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President Trump

Photo Credit:  Michael Vadon

Why “I don’t like his rhetoric, but I like what he’s doing with the economy” is not a good reason to support any leader

There are a lot of sayings that amount to a kind of folk pragmatism: “Might makes right.” “God helps those who help themselves.” “The ends justify the means.” “Don’t look a gift horse in the mouth.” These are all ways of saying if you’re getting the outcome you want, then don’t worry about how that outcome came about.

A good political figure will never get you all the results you want. But you should still worry about how that figure (or party) is arriving at those results.

Here’s why: Democracy is about the long term, it’s not merely a set of outcomes; it’s a process, a way of reasoning together. If you violate those ways of reasoning together, then you undermine democracy. And it doesn’t matter which party does that.

The most damaging of the folk sayings about process is: “The proof is in the pudding.” People don’t just decide not to worry about the process because the effect was good, they take the good outcome as proof that the process was also good. But with political figures, getting his (or her) way doesn’t necessarily indicate a positive process.

In the antebellum era, pro-slavery advocates found that by threatening secession they often got the outcome they wanted. It was a bad process that happened to work for a while, but when it stopped working it earned them a conclusion that was more damaging, more costly and involved more sacrifice than any of the abolition plans could possibly have forecast.

Franklin D. Roosevelt undermined democracy when he tried to pack the Supreme Court. Had he succeeded, he would have set a terrible precedent (that presidents could secure whatever judicial decisions they wanted, simply by appointing more friendly justices). That process would almost certainly have been used to turn the United States into a one-party state.

If you’re only opposed to a one-party state when it’s not your party, then you don’t really want a democracy, and the Founding Fathers would like a word with you.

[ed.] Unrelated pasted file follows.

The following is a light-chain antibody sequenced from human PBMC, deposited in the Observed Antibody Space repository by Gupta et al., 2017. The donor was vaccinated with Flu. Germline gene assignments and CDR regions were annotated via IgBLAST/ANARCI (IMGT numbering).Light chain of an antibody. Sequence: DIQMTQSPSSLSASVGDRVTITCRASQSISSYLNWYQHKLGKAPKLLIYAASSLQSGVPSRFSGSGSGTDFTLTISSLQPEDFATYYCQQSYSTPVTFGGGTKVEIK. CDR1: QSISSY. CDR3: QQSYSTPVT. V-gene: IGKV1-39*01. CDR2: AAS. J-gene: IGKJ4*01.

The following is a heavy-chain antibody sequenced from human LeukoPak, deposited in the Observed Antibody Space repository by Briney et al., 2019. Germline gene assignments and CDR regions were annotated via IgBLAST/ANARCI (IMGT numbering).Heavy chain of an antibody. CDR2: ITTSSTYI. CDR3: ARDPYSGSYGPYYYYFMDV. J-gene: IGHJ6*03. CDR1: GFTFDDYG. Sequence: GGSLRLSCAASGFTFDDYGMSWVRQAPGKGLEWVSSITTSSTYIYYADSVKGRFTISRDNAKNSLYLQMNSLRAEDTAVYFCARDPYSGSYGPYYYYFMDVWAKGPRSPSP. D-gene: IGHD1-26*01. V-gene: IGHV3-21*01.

Steven Levitsky and Daniel Ziblatt have a book out called How Democracies Die, and they illustrate another blindness in folk pragmatism: authoritarianism. Autocratic leaders make the population happy by creating an economic boom (even if it’s through unsustainable methods) and then use their resulting public popularity to factionalize the judiciary, silence opponents, and create a one-party state.

I’m fascinated by con artists, partially because the con is so much about rhetoric, but mostly because the processes by which people fall for cons are often similar to those by which communities are victimized by deceitful public decision-making. People always persuade themselves, and the con (who doesn’t necessarily always think it’s a con) helps them do that.

One of the ways that a lot of con artists work is that they wine and dine the mark, generally making life seem a lot better. So the mark concludes that this guy is legit rich and “I can trust him.” As it turns out, the con is able to do that because he’s gotten access to the mark’s credit cards or bank accounts. And after he’s taken a lot for himself, the con slips out the back door before the bills come due.

One misconception about Hitler’s rise to power was that his popularity soared after he was made Führer (absolute dictator) in 1934, and the main reason was that he improved the economy—by running up the credit card debt.
I’m not suggesting that anyone who supported FDR’s court-packing or anyone who now supports Trump because the economy is better was or is a Nazi.

But I am saying that deciding a political figure is good because your economic situation is better (or you’re getting a short-term political gain you like) is a really bad way to reason—regardless of your political party. When it comes to politics, the outcomes fade; the means remain.

There are periods of economic prosperity that have nothing to do with anything other than the greater fool theory. Any unethical buffoon can obtain good conditions in the short term, so saying that you support a political leader because you like your current economic situation and don’t care how it came about just means “I happen to know a Nigerian prince who has an offer for you.”

If you are willing to throw principles of democracy under the bridge because it benefits your faction in the short-term or elects a president who is lining your pockets now, it doesn’t make you a pragmatist, it just makes you a mark. If you aren’t willing to hold your political faction to the same standards to which you hold your opposition, then you’re allowing democracy to die a slow death.

Seriously, there was this car accident, and someone who might be related to you…

Patricia Roberts-Miller’s most recent book is Demagoguery and Democracy (The Experiment, 2017).

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